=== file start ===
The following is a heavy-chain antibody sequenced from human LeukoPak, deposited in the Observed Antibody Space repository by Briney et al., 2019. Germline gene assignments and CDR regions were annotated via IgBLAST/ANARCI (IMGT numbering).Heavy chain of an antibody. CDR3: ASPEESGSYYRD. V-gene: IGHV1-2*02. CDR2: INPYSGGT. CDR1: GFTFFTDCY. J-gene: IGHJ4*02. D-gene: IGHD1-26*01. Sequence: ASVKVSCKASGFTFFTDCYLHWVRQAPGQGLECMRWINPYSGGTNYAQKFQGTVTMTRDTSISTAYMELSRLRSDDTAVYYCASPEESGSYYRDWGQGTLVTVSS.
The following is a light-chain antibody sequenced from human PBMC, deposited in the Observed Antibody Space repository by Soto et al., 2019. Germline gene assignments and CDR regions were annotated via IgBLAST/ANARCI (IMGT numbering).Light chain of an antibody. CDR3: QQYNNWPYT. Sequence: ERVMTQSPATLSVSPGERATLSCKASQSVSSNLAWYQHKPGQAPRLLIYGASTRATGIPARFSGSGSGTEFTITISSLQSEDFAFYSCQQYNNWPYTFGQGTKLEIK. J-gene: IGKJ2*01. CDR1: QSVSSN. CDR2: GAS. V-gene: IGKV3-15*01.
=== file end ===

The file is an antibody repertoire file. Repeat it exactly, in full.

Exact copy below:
The following is a heavy-chain antibody sequenced from human LeukoPak, deposited in the Observed Antibody Space repository by Briney et al., 2019. Germline gene assignments and CDR regions were annotated via IgBLAST/ANARCI (IMGT numbering).Heavy chain of an antibody. CDR3: ASPEESGSYYRD. V-gene: IGHV1-2*02. CDR2: INPYSGGT. CDR1: GFTFFTDCY. J-gene: IGHJ4*02. D-gene: IGHD1-26*01. Sequence: ASVKVSCKASGFTFFTDCYLHWVRQAPGQGLECMRWINPYSGGTNYAQKFQGTVTMTRDTSISTAYMELSRLRSDDTAVYYCASPEESGSYYRDWGQGTLVTVSS.
The following is a light-chain antibody sequenced from human PBMC, deposited in the Observed Antibody Space repository by Soto et al., 2019. Germline gene assignments and CDR regions were annotated via IgBLAST/ANARCI (IMGT numbering).Light chain of an antibody. CDR3: QQYNNWPYT. Sequence: ERVMTQSPATLSVSPGERATLSCKASQSVSSNLAWYQHKPGQAPRLLIYGASTRATGIPARFSGSGSGTEFTITISSLQSEDFAFYSCQQYNNWPYTFGQGTKLEIK. J-gene: IGKJ2*01. CDR1: QSVSSN. CDR2: GAS. V-gene: IGKV3-15*01.